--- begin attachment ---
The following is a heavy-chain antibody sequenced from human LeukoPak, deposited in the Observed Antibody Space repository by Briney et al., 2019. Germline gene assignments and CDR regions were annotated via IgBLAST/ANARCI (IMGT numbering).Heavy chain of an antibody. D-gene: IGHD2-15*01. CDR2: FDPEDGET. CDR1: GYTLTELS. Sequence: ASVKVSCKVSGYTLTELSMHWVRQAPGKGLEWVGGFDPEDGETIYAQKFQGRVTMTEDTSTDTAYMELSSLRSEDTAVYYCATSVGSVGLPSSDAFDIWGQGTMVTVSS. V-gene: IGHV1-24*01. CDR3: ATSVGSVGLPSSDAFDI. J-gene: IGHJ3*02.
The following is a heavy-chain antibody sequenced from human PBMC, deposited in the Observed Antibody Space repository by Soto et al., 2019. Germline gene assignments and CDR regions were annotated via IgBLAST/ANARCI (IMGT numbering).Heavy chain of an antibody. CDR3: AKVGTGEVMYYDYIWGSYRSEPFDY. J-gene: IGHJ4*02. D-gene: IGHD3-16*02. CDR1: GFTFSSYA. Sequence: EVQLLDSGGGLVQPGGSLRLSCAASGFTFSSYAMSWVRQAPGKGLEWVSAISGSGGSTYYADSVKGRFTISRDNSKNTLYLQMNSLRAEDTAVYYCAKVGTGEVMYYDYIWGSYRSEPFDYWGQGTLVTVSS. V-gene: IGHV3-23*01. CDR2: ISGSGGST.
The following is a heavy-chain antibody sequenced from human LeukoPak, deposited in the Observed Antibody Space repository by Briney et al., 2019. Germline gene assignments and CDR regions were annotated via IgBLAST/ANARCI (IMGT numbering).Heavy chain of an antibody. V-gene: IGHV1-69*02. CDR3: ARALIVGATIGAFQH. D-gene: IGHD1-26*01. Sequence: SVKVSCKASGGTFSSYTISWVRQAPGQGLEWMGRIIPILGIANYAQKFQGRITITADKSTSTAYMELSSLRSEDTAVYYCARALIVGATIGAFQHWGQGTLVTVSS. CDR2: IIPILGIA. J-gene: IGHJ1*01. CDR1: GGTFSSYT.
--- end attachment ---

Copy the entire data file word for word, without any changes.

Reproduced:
The following is a heavy-chain antibody sequenced from human LeukoPak, deposited in the Observed Antibody Space repository by Briney et al., 2019. Germline gene assignments and CDR regions were annotated via IgBLAST/ANARCI (IMGT numbering).Heavy chain of an antibody. D-gene: IGHD2-15*01. CDR2: FDPEDGET. CDR1: GYTLTELS. Sequence: ASVKVSCKVSGYTLTELSMHWVRQAPGKGLEWVGGFDPEDGETIYAQKFQGRVTMTEDTSTDTAYMELSSLRSEDTAVYYCATSVGSVGLPSSDAFDIWGQGTMVTVSS. V-gene: IGHV1-24*01. CDR3: ATSVGSVGLPSSDAFDI. J-gene: IGHJ3*02.
The following is a heavy-chain antibody sequenced from human PBMC, deposited in the Observed Antibody Space repository by Soto et al., 2019. Germline gene assignments and CDR regions were annotated via IgBLAST/ANARCI (IMGT numbering).Heavy chain of an antibody. CDR3: AKVGTGEVMYYDYIWGSYRSEPFDY. J-gene: IGHJ4*02. D-gene: IGHD3-16*02. CDR1: GFTFSSYA. Sequence: EVQLLDSGGGLVQPGGSLRLSCAASGFTFSSYAMSWVRQAPGKGLEWVSAISGSGGSTYYADSVKGRFTISRDNSKNTLYLQMNSLRAEDTAVYYCAKVGTGEVMYYDYIWGSYRSEPFDYWGQGTLVTVSS. V-gene: IGHV3-23*01. CDR2: ISGSGGST.
The following is a heavy-chain antibody sequenced from human LeukoPak, deposited in the Observed Antibody Space repository by Briney et al., 2019. Germline gene assignments and CDR regions were annotated via IgBLAST/ANARCI (IMGT numbering).Heavy chain of an antibody. V-gene: IGHV1-69*02. CDR3: ARALIVGATIGAFQH. D-gene: IGHD1-26*01. Sequence: SVKVSCKASGGTFSSYTISWVRQAPGQGLEWMGRIIPILGIANYAQKFQGRITITADKSTSTAYMELSSLRSEDTAVYYCARALIVGATIGAFQHWGQGTLVTVSS. CDR2: IIPILGIA. J-gene: IGHJ1*01. CDR1: GGTFSSYT.